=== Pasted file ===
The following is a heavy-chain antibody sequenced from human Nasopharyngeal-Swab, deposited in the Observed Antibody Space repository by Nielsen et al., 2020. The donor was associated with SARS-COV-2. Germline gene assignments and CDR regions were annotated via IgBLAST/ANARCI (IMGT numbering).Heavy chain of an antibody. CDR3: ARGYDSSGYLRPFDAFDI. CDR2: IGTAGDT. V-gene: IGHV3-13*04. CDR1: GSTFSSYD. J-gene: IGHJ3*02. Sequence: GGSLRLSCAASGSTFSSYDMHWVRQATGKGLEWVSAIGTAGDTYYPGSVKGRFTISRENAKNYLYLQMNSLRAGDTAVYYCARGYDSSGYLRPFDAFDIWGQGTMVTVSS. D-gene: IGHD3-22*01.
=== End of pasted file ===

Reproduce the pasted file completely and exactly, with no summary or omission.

The following is a heavy-chain antibody sequenced from human Nasopharyngeal-Swab, deposited in the Observed Antibody Space repository by Nielsen et al., 2020. The donor was associated with SARS-COV-2. Germline gene assignments and CDR regions were annotated via IgBLAST/ANARCI (IMGT numbering).Heavy chain of an antibody. CDR3: ARGYDSSGYLRPFDAFDI. CDR2: IGTAGDT. V-gene: IGHV3-13*04. CDR1: GSTFSSYD. J-gene: IGHJ3*02. Sequence: GGSLRLSCAASGSTFSSYDMHWVRQATGKGLEWVSAIGTAGDTYYPGSVKGRFTISRENAKNYLYLQMNSLRAGDTAVYYCARGYDSSGYLRPFDAFDIWGQGTMVTVSS. D-gene: IGHD3-22*01.